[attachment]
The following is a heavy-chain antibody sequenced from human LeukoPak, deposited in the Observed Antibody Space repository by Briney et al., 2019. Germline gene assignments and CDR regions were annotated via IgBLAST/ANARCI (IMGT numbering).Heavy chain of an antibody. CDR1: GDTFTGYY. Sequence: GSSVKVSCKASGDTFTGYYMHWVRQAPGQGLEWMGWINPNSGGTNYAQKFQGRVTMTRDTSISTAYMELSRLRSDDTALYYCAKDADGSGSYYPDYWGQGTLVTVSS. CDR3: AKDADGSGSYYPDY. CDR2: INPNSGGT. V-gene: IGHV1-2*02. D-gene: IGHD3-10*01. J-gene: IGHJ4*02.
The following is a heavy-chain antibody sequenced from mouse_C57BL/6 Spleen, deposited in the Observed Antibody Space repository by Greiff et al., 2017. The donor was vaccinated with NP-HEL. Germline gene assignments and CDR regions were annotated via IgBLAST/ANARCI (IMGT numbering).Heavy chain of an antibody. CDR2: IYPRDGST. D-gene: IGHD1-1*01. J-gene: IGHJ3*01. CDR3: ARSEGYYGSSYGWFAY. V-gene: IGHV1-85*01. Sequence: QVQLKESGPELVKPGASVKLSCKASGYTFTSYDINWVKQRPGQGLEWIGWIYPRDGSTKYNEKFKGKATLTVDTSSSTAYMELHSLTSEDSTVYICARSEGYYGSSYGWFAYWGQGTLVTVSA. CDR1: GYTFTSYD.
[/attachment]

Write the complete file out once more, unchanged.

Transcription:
The following is a heavy-chain antibody sequenced from human LeukoPak, deposited in the Observed Antibody Space repository by Briney et al., 2019. Germline gene assignments and CDR regions were annotated via IgBLAST/ANARCI (IMGT numbering).Heavy chain of an antibody. CDR1: GDTFTGYY. Sequence: GSSVKVSCKASGDTFTGYYMHWVRQAPGQGLEWMGWINPNSGGTNYAQKFQGRVTMTRDTSISTAYMELSRLRSDDTALYYCAKDADGSGSYYPDYWGQGTLVTVSS. CDR3: AKDADGSGSYYPDY. CDR2: INPNSGGT. V-gene: IGHV1-2*02. D-gene: IGHD3-10*01. J-gene: IGHJ4*02.
The following is a heavy-chain antibody sequenced from mouse_C57BL/6 Spleen, deposited in the Observed Antibody Space repository by Greiff et al., 2017. The donor was vaccinated with NP-HEL. Germline gene assignments and CDR regions were annotated via IgBLAST/ANARCI (IMGT numbering).Heavy chain of an antibody. CDR2: IYPRDGST. D-gene: IGHD1-1*01. J-gene: IGHJ3*01. CDR3: ARSEGYYGSSYGWFAY. V-gene: IGHV1-85*01. Sequence: QVQLKESGPELVKPGASVKLSCKASGYTFTSYDINWVKQRPGQGLEWIGWIYPRDGSTKYNEKFKGKATLTVDTSSSTAYMELHSLTSEDSTVYICARSEGYYGSSYGWFAYWGQGTLVTVSA. CDR1: GYTFTSYD.